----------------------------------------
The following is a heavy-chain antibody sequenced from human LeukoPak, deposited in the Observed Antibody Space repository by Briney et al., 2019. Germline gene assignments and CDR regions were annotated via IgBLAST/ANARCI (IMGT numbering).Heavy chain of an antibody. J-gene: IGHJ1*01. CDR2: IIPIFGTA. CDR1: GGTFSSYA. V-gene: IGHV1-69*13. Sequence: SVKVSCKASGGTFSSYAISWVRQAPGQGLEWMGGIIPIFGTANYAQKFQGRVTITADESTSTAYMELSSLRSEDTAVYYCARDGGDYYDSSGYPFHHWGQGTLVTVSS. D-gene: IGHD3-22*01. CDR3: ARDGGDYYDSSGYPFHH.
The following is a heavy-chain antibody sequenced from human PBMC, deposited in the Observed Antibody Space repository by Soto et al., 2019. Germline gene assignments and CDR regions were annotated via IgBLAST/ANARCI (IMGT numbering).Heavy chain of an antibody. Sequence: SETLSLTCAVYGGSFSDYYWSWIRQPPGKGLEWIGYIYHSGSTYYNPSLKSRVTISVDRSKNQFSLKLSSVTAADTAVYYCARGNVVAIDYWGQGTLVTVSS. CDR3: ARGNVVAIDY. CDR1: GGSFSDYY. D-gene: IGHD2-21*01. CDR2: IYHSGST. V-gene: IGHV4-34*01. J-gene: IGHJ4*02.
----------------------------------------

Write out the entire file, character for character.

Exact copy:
The following is a heavy-chain antibody sequenced from human LeukoPak, deposited in the Observed Antibody Space repository by Briney et al., 2019. Germline gene assignments and CDR regions were annotated via IgBLAST/ANARCI (IMGT numbering).Heavy chain of an antibody. J-gene: IGHJ1*01. CDR2: IIPIFGTA. CDR1: GGTFSSYA. V-gene: IGHV1-69*13. Sequence: SVKVSCKASGGTFSSYAISWVRQAPGQGLEWMGGIIPIFGTANYAQKFQGRVTITADESTSTAYMELSSLRSEDTAVYYCARDGGDYYDSSGYPFHHWGQGTLVTVSS. D-gene: IGHD3-22*01. CDR3: ARDGGDYYDSSGYPFHH.
The following is a heavy-chain antibody sequenced from human PBMC, deposited in the Observed Antibody Space repository by Soto et al., 2019. Germline gene assignments and CDR regions were annotated via IgBLAST/ANARCI (IMGT numbering).Heavy chain of an antibody. Sequence: SETLSLTCAVYGGSFSDYYWSWIRQPPGKGLEWIGYIYHSGSTYYNPSLKSRVTISVDRSKNQFSLKLSSVTAADTAVYYCARGNVVAIDYWGQGTLVTVSS. CDR3: ARGNVVAIDY. CDR1: GGSFSDYY. D-gene: IGHD2-21*01. CDR2: IYHSGST. V-gene: IGHV4-34*01. J-gene: IGHJ4*02.